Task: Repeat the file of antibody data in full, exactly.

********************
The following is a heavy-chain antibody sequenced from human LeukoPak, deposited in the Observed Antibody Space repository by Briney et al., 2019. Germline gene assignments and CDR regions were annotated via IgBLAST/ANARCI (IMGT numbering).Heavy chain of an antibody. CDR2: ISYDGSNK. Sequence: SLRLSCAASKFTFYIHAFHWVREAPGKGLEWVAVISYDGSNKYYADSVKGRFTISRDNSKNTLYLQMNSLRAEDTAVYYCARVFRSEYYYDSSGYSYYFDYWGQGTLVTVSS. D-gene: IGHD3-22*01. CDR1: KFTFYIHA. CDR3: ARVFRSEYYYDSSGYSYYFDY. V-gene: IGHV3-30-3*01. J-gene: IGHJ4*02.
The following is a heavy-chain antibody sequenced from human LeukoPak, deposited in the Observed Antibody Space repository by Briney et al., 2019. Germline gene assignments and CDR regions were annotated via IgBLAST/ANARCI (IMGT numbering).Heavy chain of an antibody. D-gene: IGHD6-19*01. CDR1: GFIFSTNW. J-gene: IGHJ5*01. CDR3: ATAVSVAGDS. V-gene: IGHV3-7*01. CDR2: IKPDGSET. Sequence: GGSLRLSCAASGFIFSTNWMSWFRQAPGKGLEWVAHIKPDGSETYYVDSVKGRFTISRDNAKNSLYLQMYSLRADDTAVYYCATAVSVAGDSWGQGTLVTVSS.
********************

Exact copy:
The following is a heavy-chain antibody sequenced from human LeukoPak, deposited in the Observed Antibody Space repository by Briney et al., 2019. Germline gene assignments and CDR regions were annotated via IgBLAST/ANARCI (IMGT numbering).Heavy chain of an antibody. CDR2: ISYDGSNK. Sequence: SLRLSCAASKFTFYIHAFHWVREAPGKGLEWVAVISYDGSNKYYADSVKGRFTISRDNSKNTLYLQMNSLRAEDTAVYYCARVFRSEYYYDSSGYSYYFDYWGQGTLVTVSS. D-gene: IGHD3-22*01. CDR1: KFTFYIHA. CDR3: ARVFRSEYYYDSSGYSYYFDY. V-gene: IGHV3-30-3*01. J-gene: IGHJ4*02.
The following is a heavy-chain antibody sequenced from human LeukoPak, deposited in the Observed Antibody Space repository by Briney et al., 2019. Germline gene assignments and CDR regions were annotated via IgBLAST/ANARCI (IMGT numbering).Heavy chain of an antibody. D-gene: IGHD6-19*01. CDR1: GFIFSTNW. J-gene: IGHJ5*01. CDR3: ATAVSVAGDS. V-gene: IGHV3-7*01. CDR2: IKPDGSET. Sequence: GGSLRLSCAASGFIFSTNWMSWFRQAPGKGLEWVAHIKPDGSETYYVDSVKGRFTISRDNAKNSLYLQMYSLRADDTAVYYCATAVSVAGDSWGQGTLVTVSS.